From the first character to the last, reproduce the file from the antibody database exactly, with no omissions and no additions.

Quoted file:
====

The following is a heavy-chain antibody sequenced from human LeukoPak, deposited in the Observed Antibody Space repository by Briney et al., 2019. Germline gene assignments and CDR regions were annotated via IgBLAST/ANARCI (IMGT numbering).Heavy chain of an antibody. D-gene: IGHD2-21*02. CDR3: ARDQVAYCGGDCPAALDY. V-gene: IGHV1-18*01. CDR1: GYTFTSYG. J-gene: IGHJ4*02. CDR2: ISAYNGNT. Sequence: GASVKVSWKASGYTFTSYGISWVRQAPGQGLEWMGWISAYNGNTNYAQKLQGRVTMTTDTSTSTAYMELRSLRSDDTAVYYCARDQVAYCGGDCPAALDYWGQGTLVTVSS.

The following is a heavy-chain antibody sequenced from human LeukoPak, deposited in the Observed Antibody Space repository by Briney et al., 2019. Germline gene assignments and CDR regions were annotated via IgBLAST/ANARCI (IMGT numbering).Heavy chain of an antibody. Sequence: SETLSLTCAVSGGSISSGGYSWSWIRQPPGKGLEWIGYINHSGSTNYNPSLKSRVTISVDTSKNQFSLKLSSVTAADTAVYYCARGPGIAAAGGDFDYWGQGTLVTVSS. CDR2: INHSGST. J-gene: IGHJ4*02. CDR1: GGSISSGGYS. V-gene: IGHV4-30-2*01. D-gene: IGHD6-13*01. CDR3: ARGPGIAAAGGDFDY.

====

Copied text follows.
The following is a heavy-chain antibody sequenced from human LeukoPak, deposited in the Observed Antibody Space repository by Briney et al., 2019. Germline gene assignments and CDR regions were annotated via IgBLAST/ANARCI (IMGT numbering).Heavy chain of an antibody. D-gene: IGHD2-21*02. CDR3: ARDQVAYCGGDCPAALDY. V-gene: IGHV1-18*01. CDR1: GYTFTSYG. J-gene: IGHJ4*02. CDR2: ISAYNGNT. Sequence: GASVKVSWKASGYTFTSYGISWVRQAPGQGLEWMGWISAYNGNTNYAQKLQGRVTMTTDTSTSTAYMELRSLRSDDTAVYYCARDQVAYCGGDCPAALDYWGQGTLVTVSS.

The following is a heavy-chain antibody sequenced from human LeukoPak, deposited in the Observed Antibody Space repository by Briney et al., 2019. Germline gene assignments and CDR regions were annotated via IgBLAST/ANARCI (IMGT numbering).Heavy chain of an antibody. Sequence: SETLSLTCAVSGGSISSGGYSWSWIRQPPGKGLEWIGYINHSGSTNYNPSLKSRVTISVDTSKNQFSLKLSSVTAADTAVYYCARGPGIAAAGGDFDYWGQGTLVTVSS. CDR2: INHSGST. J-gene: IGHJ4*02. CDR1: GGSISSGGYS. V-gene: IGHV4-30-2*01. D-gene: IGHD6-13*01. CDR3: ARGPGIAAAGGDFDY.